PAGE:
Management of diabetes and CKD: Updated KDIGO guidelines


Dr Sanjay Kalra, DM (AIIMS); President-elect, SAFES, Bharti Hospital, Karnal, India; and Dr Preyander Thakur, Assistant Professor, Dept. of Endocrinology, AIIMS, Bilaspur, Himachal Pradesh    27 January 2023

The Kidney Disease: Improving Global Outcomes (KDIGO) Work Group has published the KDIGO 2022 clinical practice guideline for diabetes management in chronic kidney disease (CKD) in the Annals of Internal Medicine.The new updated guidelines recommend adoption of a “layered approach” to managing diabetes patients with CKD.


Lifestyle interventions consisting of healthy diet, physical activity, smoking cessation and weight control form the base of the treatment pyramid. To this are added the first-line drugs. The subsequent layers of “risk-based therapy” include additional drugs with cardiorenal protective effects to reduce risk of CVD events and progression of kidney disease and controlling risk factors like blood pressure, hyperglycemia and dyslipidemia. “The KDIGO layered approach includes the preference for starting new treatments one at a time and then reassessing response and residual risk to further refine therapy.”


The preferred first-line drugs for all patients with T2DM and CKD with an eGFR of at least 20 mL/min/1.73 m2 are SGLT2 inhibitors. If eGFR is ≥30 mL/min/1.73 m2, metformin may be given. In patients with diabetes, hypertension and albuminuria, renin-angiotensin system (RAS) inhibition with an angiotensin-converting enzyme inhibitor (ACEi) or an angiotensin II receptor blocker (ARB) is recommended.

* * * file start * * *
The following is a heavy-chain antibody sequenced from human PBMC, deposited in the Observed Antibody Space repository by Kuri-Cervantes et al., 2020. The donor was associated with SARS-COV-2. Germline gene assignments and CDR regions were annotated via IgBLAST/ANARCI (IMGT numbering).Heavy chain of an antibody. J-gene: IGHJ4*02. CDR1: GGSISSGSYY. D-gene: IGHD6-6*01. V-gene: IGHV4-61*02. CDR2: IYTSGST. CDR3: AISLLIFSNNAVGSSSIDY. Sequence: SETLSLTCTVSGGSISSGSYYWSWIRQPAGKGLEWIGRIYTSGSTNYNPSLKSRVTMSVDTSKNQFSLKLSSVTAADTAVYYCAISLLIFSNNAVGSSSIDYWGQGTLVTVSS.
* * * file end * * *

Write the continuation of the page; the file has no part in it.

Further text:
For patient with T2DM at high risk of CKD progression as evident by an eGFR ≥25 ml/min per 1.73 m2, normal serum potassium and albuminuria (≥30 mg/g [≥3 mg/mmol]) despite maximum tolerated dose of RAS inhibitor, a nonsteroidal mineralocorticoid receptor antagonist (nsMRA) such as finerenone can be used as a first-line option.


GLP-1 RAs remain the second-line choice for glucose-lowering in patients with type 2 diabetes and CKD, particularly those who are overweight or obese or those who have not achieved optimal glycemic targets despite the use of SGLT2 inhibitors and metformin or are intolerant to SGLT2 inhibitors or metformin. In patients with known CVD, aspirin is recommended for secondary prevention. In patients at high risk for ASCVD, use of aspirin for primary prevention may be considered.


Patients should be regularly evaluated, including for risk factors, every 3-6 months to optimize therapy.


Other key recommendations include tobacco cessation, use of HbA1c to monitor glycemic control with target A1c of <6.5% to <8.0% in non-dialysis patients, protein intake of 0.8 g protein/kg (weight)/day for non-dialysis patients, daily intake of less than 5 g of salt and moderate-intensity physical activity for at least 150 minutes per week. The Working Group further recommends “a structured self-management educational program” for patients with diabetes and CKD.



  1. Navaneethan SD, et al. Diabetes management in chronic kidney disease: Synopsis of the KDIGO 2022 Clinical Practice Guideline Update. Ann Intern Med. 2023 Jan 10. doi: 10.7326/M22-2904.

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